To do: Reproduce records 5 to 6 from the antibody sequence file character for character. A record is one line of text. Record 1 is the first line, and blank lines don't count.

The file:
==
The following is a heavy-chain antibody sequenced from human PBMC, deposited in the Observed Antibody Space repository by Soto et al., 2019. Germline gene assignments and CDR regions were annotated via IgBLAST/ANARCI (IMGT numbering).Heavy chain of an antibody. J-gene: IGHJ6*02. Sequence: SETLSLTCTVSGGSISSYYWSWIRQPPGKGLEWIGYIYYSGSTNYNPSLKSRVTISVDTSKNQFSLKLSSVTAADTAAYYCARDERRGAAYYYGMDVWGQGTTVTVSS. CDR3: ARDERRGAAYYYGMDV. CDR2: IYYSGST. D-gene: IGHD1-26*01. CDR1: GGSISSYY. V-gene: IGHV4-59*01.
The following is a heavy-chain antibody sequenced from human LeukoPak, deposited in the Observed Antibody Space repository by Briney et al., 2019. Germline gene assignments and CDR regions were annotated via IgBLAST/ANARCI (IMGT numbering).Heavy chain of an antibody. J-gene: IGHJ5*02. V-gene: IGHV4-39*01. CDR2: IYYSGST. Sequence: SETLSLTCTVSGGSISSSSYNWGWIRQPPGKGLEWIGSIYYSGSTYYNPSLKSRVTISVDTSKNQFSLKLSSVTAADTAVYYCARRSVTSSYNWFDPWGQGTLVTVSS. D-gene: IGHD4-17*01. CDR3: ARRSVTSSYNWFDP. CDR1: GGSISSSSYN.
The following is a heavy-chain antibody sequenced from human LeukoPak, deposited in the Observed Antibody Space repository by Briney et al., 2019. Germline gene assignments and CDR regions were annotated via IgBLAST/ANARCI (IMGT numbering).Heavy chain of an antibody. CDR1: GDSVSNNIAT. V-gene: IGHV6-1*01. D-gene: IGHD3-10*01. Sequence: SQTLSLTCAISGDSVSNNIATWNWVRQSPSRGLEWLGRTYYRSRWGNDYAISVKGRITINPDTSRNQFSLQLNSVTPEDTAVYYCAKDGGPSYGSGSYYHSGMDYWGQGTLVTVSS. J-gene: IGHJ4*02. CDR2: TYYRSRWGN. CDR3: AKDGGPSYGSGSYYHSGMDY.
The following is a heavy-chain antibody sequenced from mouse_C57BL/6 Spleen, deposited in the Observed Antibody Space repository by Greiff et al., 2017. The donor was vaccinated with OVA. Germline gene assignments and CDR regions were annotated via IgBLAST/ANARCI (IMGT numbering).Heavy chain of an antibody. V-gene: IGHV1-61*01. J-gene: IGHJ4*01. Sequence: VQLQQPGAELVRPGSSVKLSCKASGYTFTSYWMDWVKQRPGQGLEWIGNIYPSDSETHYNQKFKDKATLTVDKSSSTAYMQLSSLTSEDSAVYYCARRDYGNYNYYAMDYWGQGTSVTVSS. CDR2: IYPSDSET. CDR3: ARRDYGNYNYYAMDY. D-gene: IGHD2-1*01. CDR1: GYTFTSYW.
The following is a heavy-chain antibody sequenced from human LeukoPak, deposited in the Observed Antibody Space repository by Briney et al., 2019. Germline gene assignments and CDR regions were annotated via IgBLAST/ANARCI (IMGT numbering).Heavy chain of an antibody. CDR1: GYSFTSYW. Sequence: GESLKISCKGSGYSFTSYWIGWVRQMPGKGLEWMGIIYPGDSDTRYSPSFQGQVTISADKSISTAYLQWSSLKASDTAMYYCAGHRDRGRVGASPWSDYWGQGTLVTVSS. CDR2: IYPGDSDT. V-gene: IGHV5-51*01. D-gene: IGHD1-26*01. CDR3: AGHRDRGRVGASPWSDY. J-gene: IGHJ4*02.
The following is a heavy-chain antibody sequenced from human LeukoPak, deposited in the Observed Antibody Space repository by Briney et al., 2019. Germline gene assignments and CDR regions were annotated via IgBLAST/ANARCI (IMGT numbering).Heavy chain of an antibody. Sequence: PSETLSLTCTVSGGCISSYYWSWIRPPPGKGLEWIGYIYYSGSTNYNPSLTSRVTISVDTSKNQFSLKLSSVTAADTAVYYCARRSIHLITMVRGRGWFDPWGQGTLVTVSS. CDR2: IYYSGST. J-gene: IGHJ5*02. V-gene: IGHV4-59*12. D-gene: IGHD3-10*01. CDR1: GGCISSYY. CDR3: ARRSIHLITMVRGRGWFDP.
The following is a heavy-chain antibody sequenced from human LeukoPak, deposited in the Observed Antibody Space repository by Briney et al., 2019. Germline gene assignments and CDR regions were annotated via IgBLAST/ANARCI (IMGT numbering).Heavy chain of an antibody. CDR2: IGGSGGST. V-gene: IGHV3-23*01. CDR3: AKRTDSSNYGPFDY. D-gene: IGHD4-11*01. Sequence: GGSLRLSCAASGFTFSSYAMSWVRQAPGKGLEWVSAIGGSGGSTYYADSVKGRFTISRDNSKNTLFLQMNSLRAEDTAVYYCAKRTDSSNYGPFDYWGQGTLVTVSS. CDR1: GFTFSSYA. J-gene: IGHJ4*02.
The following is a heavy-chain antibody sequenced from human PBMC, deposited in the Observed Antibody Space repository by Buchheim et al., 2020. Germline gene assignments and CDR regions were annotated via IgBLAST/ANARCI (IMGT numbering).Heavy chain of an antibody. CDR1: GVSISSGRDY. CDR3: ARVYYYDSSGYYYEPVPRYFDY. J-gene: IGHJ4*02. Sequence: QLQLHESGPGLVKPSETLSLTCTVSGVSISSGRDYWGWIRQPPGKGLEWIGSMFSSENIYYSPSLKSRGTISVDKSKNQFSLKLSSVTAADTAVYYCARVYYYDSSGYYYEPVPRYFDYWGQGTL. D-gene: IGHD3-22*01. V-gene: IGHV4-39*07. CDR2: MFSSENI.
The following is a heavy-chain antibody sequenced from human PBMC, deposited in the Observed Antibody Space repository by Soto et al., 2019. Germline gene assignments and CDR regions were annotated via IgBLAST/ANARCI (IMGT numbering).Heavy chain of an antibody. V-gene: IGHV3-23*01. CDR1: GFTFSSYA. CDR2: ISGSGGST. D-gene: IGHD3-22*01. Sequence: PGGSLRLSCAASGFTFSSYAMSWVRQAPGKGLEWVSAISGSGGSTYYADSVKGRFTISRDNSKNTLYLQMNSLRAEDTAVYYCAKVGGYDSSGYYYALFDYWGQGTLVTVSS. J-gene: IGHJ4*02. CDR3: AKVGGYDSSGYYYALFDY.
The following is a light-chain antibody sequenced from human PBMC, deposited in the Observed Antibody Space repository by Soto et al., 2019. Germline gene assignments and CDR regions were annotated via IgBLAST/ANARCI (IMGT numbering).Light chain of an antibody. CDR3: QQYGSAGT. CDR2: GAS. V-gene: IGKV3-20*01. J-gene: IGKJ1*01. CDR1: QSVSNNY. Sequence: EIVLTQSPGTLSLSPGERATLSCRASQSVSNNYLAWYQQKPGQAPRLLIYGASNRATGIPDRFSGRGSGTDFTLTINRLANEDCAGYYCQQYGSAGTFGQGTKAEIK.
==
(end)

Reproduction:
The following is a heavy-chain antibody sequenced from human LeukoPak, deposited in the Observed Antibody Space repository by Briney et al., 2019. Germline gene assignments and CDR regions were annotated via IgBLAST/ANARCI (IMGT numbering).Heavy chain of an antibody. CDR1: GYSFTSYW. Sequence: GESLKISCKGSGYSFTSYWIGWVRQMPGKGLEWMGIIYPGDSDTRYSPSFQGQVTISADKSISTAYLQWSSLKASDTAMYYCAGHRDRGRVGASPWSDYWGQGTLVTVSS. CDR2: IYPGDSDT. V-gene: IGHV5-51*01. D-gene: IGHD1-26*01. CDR3: AGHRDRGRVGASPWSDY. J-gene: IGHJ4*02.
The following is a heavy-chain antibody sequenced from human LeukoPak, deposited in the Observed Antibody Space repository by Briney et al., 2019. Germline gene assignments and CDR regions were annotated via IgBLAST/ANARCI (IMGT numbering).Heavy chain of an antibody. Sequence: PSETLSLTCTVSGGCISSYYWSWIRPPPGKGLEWIGYIYYSGSTNYNPSLTSRVTISVDTSKNQFSLKLSSVTAADTAVYYCARRSIHLITMVRGRGWFDPWGQGTLVTVSS. CDR2: IYYSGST. J-gene: IGHJ5*02. V-gene: IGHV4-59*12. D-gene: IGHD3-10*01. CDR1: GGCISSYY. CDR3: ARRSIHLITMVRGRGWFDP.